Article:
Running is fun.
That, as a concept, can be difficult to explain to non-runners—but it usually doesn’t take too long for new runners to figure it out.
Running is competitive (even when you’re alone and just trying to beat your last time), it’s a wonderful form of active meditation, there’s a great community for it here in Fort Collins so you have built-in friends if you want them, and the oft-misunderstood “runner’s high” can give you a healthy way to experience feelings of euphoria and reduced anxiety.
However, even with all those great benefits… sometimes you just need to switch it up from time to time. For those of us that truly love it, running doesn’t get boring, but runners as a group, and this even includes some of us at Runners Roost, can sometimes be too one-dimensional. The reality is that anytime you can work on different muscle groups, balance, flexibility, or just something different, it’s going to be beneficial.
That’s why in today’s post we’ll be discussing the most effective cross-training sports for runners. These sports are fun and can help you train to be a better runner. Plus, who doesn’t want to shake things up every now and then?
Let’s take a look:
Why Swimming Makes You a Better Runner
Swimming is one of the best activities runners can do as a cardio workout without the impact of other cross training sports. Whether you’re swimming competitively—as part of triathlon training, for instance—or just for fun, your body is going to reap all kinds of benefits.
Swimming works out unique muscle groups that other sports can’t, at least not with the same level of intensity. Hips, glutes, your core, shoulders, and arms to name a few. Horizontal exercise like swimming also allows for higher blood return and VO2 max, because your heart has to pump a bit harder to keep your blood cycling to your muscles without the aid of gravity.
And that no impact thing is pretty important too, especially for runners. If you have an injury (such as a stress fracture or even a minor sprain), swimming is pretty much the perfect exercise to keep up your training without risking further injury.
Finally, runners should definitely consider checking out an activity called aqua jogging. It’s essentially just running in the pool. Sometimes implemented as a rehabilitation exercise, you don’t have to be injured to get a lot out of this heart-pumping exercise. After all, water is thicker than air, so you’re basically giving your body a whole lot of resistance. If you can run quickly in water, what do you think you can pull of on land?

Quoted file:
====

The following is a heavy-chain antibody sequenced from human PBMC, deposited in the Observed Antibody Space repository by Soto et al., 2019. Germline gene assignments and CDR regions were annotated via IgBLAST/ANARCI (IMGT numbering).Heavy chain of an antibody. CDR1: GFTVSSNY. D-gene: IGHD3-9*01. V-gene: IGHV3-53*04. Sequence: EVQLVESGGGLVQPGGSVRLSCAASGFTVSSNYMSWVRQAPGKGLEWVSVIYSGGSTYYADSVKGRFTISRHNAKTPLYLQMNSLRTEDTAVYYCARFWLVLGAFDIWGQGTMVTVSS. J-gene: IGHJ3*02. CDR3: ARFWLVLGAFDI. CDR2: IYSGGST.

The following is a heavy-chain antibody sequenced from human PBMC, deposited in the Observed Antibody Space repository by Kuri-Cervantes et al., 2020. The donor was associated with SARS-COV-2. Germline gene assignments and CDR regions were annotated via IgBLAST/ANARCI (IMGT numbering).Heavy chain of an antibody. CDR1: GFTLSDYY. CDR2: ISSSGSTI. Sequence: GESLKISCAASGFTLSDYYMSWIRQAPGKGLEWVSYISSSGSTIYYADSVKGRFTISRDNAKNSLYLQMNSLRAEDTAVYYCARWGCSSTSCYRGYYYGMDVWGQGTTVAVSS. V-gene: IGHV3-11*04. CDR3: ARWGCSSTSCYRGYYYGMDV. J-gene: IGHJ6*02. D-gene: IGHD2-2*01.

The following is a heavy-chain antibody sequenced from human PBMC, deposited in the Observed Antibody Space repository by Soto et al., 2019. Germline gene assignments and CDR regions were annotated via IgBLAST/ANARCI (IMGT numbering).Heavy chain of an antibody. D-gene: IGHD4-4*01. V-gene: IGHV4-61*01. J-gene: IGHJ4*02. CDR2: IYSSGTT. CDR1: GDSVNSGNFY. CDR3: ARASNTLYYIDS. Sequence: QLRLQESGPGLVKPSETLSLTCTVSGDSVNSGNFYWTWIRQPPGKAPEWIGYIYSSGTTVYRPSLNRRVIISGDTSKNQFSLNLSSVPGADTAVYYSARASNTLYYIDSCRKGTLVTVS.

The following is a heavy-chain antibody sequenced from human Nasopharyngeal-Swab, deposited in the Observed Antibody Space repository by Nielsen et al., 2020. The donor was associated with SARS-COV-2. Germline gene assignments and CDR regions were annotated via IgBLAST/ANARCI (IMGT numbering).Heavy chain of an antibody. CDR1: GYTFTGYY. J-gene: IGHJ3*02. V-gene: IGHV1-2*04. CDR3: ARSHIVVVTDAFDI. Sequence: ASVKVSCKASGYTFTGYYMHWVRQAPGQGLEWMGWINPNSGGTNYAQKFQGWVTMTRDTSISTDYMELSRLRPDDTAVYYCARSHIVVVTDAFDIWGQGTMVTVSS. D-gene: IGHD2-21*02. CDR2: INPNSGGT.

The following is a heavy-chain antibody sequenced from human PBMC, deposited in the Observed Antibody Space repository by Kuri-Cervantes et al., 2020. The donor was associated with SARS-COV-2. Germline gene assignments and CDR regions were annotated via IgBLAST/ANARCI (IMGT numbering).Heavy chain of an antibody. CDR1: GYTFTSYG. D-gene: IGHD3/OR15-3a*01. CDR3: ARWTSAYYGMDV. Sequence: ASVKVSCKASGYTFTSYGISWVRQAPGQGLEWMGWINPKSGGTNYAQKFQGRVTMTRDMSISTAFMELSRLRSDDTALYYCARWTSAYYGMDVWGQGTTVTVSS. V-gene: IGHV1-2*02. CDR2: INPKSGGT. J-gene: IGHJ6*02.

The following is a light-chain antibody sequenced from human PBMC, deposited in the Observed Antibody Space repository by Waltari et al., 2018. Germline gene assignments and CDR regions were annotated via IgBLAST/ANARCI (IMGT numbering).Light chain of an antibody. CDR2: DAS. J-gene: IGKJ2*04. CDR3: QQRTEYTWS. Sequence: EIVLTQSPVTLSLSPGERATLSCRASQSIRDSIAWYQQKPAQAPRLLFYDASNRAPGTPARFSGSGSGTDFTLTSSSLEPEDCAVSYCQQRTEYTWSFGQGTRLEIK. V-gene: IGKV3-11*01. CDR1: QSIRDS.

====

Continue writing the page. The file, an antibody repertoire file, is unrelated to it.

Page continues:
You Live in Colorado, So Go Skiing
If you visit us at Runners Roost regularly, you’re probably a Colorado resident—so you already know how popular skiing is here. If you’ve never hit the slopes before, or just not as often as you’d like, now you have the perfect excuse: skiing is an awesome cross training sport for runners.
For some Colorado residents, skiing is a key element of their winter training regimen. Whether you manage to get out to the slopes regularly or just a few times a year, you should know that skiing, particularly cross country skiing, is an effective way to increase your cardiovascular endurance, VO2 max, and even a bit of strength training.
Cross country skiing demands you use all of the muscles you use when you run and more, plus you’re almost certainly carrying more weight than you normally would while running, which leads to stronger muscles. You should also notice measurable overall balance improvements.
Plus, wouldn’t it be weird if you lived in Colorado and never went skiing?
Not Technically a Sport, But Still Great For You: Elliptical Training
Elliptical training isn’t a sport, but plenty of runners swear by it. Similar to what we discussed above with swimming, one of the huge benefits of elliptical training is the lessened impact on your joints—in fact, elliptical trainers can even strengthen your joints by building muscle around them, which is key for long distance runners in particular.
Studies have even indicated that working out on an elliptical trainer can result in the same oxygen and exertion levels as running itself, but without the impact on joints. Furthermore, since an elliptical machine allows the user to easily adjust resistance and incline, runners can work both the upper and lower body at once. Your hamstrings, hips, calves, glutes, and quads will thank you.
Take a Break From Running & Start Pedaling: Cycling as Cross Training for Runners
Cycling, another non-impact sport, is an excellent way to cross train for runners. If you’re completely new to cycling, it can be encouraging to know that there’s no wrong way to start. Take a spin class, rent a high-end road bike for a day to see how it feels, or dust off that old mountain bike that you’ve had sitting in the garage for the past six years.
However you do it, cycling offers plenty of benefits like building strength, increasing your heart rate, and improving your endurance while running. Depending on what kind of improvements you’re after, you can modify how and where you ride your bike. Strength gains can be had if you ride uphill on a high gear setting, long and steady rides will improve your endurance, and cardiovascular workouts are easy to get if you do out-of-saddle sprints.
Whether You’re Hitting the Track or Training for a Triathlon, Runners Roost is Your Local “One Stop Shop”
You might have noticed that some of the best cross training activities for runners are swimming and cycling. That’s perfect for anyone interested in participating in a triathlon.
Did you know that Colorado has a vibrant triathlon community? In fact, you can find everything you need for swimming and cycling at our sister store, Rocky Mountain Multisport, which is located right inside Runners Roost in Fort Collins.
We have everything from wet suits to the latest-and-greatest road and tri bikes. Come and meet our friendly staff and in-store bike mechanic the next time you swing by Runners Roost!